Judah relocated to Adullam and married a Canaanite woman. They had three sons: Er, Onan, and Shelah. Er married a woman named Tamar, but God struck him down due to his wickedness. According to the custom of the time, it was then Onan’s duty to father children with Tamar in place of his deceased brother. However, Onan deliberately avoided fulfilling this obligation, and God was displeased with his actions, leading to his own demise. As a result, Tamar remained a widow and had to wait until Shelah grew up.
After some time, Judah’s wife passed away. Despite the promise to give Tamar to Shelah as his wife, it never came to fruition. In desperation to bear children, Tamar resorted to disguising herself as a prostitute. Unaware of her true identity, Judah engaged in a sexual encounter with her. As payment for her services, Judah offered a goat and left behind his seal and staff as a pledge.
Later, when Judah attempted to send the goat as agreed, the prostitute was nowhere to be found, and they concluded that they had made a fruitless effort. Sometime later, Judah discovered that Tamar was pregnant. Filled with anger, he demanded an explanation. Tamar, revealing the seal and staff, declared that the owner of those items was the one responsible for her pregnancy. Judah, overwhelmed with embarrassment, acknowledged his role in the situation. Tamar gave birth to twin sons, Perez and Zerah, who were fathered by Judah.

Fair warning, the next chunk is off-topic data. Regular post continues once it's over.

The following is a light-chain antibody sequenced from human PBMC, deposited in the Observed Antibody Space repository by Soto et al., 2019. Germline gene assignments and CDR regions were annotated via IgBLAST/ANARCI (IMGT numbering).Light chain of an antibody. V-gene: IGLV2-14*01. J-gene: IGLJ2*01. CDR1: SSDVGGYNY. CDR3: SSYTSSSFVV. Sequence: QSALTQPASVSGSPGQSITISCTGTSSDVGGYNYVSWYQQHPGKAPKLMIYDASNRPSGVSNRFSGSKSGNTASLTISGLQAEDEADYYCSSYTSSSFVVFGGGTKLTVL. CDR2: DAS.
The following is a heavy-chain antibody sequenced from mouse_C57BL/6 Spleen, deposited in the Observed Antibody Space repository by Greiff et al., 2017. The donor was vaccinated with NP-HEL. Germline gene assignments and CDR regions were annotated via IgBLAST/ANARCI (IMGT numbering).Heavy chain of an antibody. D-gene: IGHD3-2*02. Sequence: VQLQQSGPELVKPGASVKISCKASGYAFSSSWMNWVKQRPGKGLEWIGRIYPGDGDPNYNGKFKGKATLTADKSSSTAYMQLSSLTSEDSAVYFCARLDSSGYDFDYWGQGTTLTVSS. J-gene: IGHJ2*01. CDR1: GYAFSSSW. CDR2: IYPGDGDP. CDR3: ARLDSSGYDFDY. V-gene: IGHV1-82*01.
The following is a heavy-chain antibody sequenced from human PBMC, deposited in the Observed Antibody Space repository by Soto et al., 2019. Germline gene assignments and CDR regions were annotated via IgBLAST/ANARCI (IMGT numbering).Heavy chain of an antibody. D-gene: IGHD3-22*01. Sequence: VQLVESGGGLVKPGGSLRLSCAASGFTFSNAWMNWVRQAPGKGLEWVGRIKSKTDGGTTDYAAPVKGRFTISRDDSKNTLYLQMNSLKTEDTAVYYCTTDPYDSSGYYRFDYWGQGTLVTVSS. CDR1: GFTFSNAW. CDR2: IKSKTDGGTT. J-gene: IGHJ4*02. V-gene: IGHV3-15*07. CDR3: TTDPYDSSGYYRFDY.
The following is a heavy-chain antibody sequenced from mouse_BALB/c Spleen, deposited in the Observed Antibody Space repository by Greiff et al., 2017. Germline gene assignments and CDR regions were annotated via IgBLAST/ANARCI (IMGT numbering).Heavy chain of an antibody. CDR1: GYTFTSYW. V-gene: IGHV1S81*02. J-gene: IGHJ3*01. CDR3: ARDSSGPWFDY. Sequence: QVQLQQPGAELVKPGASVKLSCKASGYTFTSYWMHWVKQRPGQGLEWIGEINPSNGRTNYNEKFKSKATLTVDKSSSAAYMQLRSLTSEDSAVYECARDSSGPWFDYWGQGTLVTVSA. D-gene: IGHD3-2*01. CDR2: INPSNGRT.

26. Then Judah identified them and said, “She is more righteous than I, since I did not give her to my son Shelah.” And he did not know her again.
This is a subplot within the broader narrative of Joseph’s story.
Judah’s actions in this account are indeed questionable. Firstly, he takes a Canaanite wife, which goes against the prescribed practices of his people. Moreover, he engages in sexual relations with a prostitute, unaware that she is his daughter-in-law. Additionally, he fails to fulfill his promise to give his youngest son, Shelah, to Tamar as a husband. These transgressions highlight the moral failings of Judah.
These sins serve as a demonstration to God that the Israelite family, if allowed to remain in Canaan, would be influenced by the Canaanite culture. Over time, they might assimilate and lose their distinct identity as God’s chosen people. By being in Egypt, where they are despised, they can develop their own national identity without the same temptations from outside influences when they eventually return to Canaan.
It is noteworthy that Tamar’s son, Perez, becomes an ancestor of King David and, ultimately, Jesus, thereby highlighting the redemptive power of God’s plan despite the flawed actions of individuals.